Fort Collins Roller Derby turns 10, embraces town’s beer culture
By Steve Graham
When your roller derby league turns 10, how do you celebrate?
With a beer — or, more to the point, with an embrace of the craft beer culture that has taken over your college town in the so-called Napa Valley of beer.
There is no mistaking that Fort Collins circa 2016 is all about beer and bikes. So it makes sense that FoCo Roller Derby is also beer-obsessed, even if these athletes roll on eight wheels instead of two.
The league motto is Brew Victory, and the new recruit program is called Fresh Hops. The secondary travel team is the Punchy Brewsters and the all-star travel team is the Micro-Bruisers. Pateros Creek Brewery in Fort Collins even crafted the Micro Bruisers Ale in their honor.
The league launched in 2006 as FoCo Girls Gone Derby, but the skaters got tired of being confused with a certain lurid video series, so they replaced the “Girls Gone” portion of the name. League members complain there are already enough stereotypes about roller derby.
“We’re not just fishnets and beating each other up,” said Amy Moore, who skates as Dead Zeppelin. “You do take hits. It is a contact sport, but no one is out to hurt another skater. It’s just like another sport and we work hard and sometimes we look hot doing it.”
Five-member teams compete in hour-long derby bouts on a flat track. Each bout is divided into shorter jams. One player, known as the jammer, tries to lap each of the other team’s skaters, who all try to block her while supporting and protecting their own jammer.
Tracy Bjick, who skates as 98 Pounds of Steel (or simply Pounder), is a mountain biker and motocross racer who appreciates the challenge of each bout.
“Derby requires athleticism, team work, resilience and tenacity,” she said. “Those with violent tendencies never make it in derby. Those bad attitudes put them in the penalty box and make them bad teammates. This sport is all about community and working together towards a common goal.”
Jams can get aggressive and physical, but Colleen Elliott said she likes to drink with the opposing team after a bout.
“Definitely people will be competitive on the track, but as soon as the last whistle blows, you will go over and help someone up,” she said. “Everybody wants to win but they are not willing to be so competitive to forget that we are all human.”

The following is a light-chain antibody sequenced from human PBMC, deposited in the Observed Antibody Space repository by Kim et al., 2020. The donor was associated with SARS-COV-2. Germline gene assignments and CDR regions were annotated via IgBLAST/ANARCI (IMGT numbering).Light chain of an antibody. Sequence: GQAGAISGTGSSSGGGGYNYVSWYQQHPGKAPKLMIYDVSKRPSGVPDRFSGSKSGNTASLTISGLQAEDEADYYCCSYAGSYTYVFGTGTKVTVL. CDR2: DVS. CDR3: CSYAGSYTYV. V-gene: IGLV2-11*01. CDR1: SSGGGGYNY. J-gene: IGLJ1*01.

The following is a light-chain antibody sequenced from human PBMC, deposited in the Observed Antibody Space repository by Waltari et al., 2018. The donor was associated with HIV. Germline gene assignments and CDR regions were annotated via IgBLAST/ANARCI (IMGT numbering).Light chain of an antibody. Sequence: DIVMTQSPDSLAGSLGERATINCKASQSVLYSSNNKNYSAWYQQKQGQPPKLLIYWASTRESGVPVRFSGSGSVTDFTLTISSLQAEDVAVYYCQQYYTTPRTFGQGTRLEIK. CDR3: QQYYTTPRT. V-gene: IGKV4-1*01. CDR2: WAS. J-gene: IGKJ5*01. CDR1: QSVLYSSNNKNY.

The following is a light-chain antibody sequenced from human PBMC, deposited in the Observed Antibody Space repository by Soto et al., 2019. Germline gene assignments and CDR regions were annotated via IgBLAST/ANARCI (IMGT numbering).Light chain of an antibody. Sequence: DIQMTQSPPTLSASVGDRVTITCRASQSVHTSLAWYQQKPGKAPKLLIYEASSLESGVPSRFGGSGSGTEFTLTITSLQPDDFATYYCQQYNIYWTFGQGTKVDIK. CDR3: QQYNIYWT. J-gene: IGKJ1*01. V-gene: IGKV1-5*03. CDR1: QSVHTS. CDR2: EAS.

Elliott is a non-skating official in the league, which means she keeps score, tracks penalties and maintains stats for the team. And she still gets a cool derby nickname — Danger A-Go-Go.
She started skating in the derby league in 2013, but “my knees couldn’t hack it,” she said.
However, she said derby is a great sport for women.
“It’s a wonderful community of women who empower each other to try to do their best,” she said, adding that it is a global community that offers instant camaraderie. “I love the community and you can go anywhere in the world and you will find a derby league nearby.”
There are at least 1,250 global derby leagues, according to the Wall Street Journal, up from 50 when the Fort Collins league launched in 2006.
The league has 40 active members, and Colorado hosts at least 10 roller derby leagues, including the championship-level Denver Roller Derby and other leagues from Pueblo to Glenwood Springs.
The Fort Collins league has plenty of edgy women in tattoos, fishnets and dyed hair. But roller derby also attracts plenty of other athletes, including runners and hockey players looking for another sport.
So next time you are touring Fort Collins breweries, don’t forget to stop to watch some roller derby on the way.
Steve Graham is a Fort Collins writer who enjoys the outdoors and great beer.
Who are these rockin’ and rollin’ derby athletes?
Dead Zeppelin (Dead for short)
Civilian name: Amy Moore
Occupation: Customer service sales representative
Hobbies: Derby, movies, concerts, activities with my boyfriend and dog
Years in derby: Four
Why I love roller derby: I love derby because it’s an empowering sport to play. I had never been active before so when I started derby it was really hard but it pushed me beyond what I thought my limits were and gave me a sense of worth I never had before. All my teammates are an amazing support system and really care about each other. I also love that it’s for anyone, it doesn’t matter where you work, how many kids you have, if you can even skate – you can be a derby player.
Favorite way to unwind after a bout: Going to the after-party and taking shots. Bonus: No one cares how you smell since they all smell just as bad.
Favorite Colorado beer (or spirit): I’m not much of a beer drinker but I will drink some whiskey. I like Breckenridge bourbon whiskey, but I can’t wait to try Old Elk Distillery. The headquarters is in the building I work in so I’m hoping for some free samples.
98 Pounds of Steel, aka "Pounder"
Civilian name: Tracey Bjick
Occupation: Technical project manager
Hobbies: I ride bikes, park skate, and have a huge garden. I’ve raced motocross and trail ride dirt bikes. I spend as much time or more on my mountain bike, and ride the street bike to work each day. I’m not one to sit still.
Years in derby: Five
Why I love roller derby: It’s part of the work-life balance that can be so hard to achieve. Derby fills a void like a silver bullet. Practicing and playing derby allows me to spend time with friends, get exercise, relieve stress, and otherwise stay out of trouble.
Favorite way to unwind after a bout: Beers with teammates and opponents alike.
Favorite Colorado beer (or spirit): I love me a good 5 Barrel from Odell’s but have recently taken a new favorite — Stem Cider’s “Remedy” out of Denver. It’s amazing.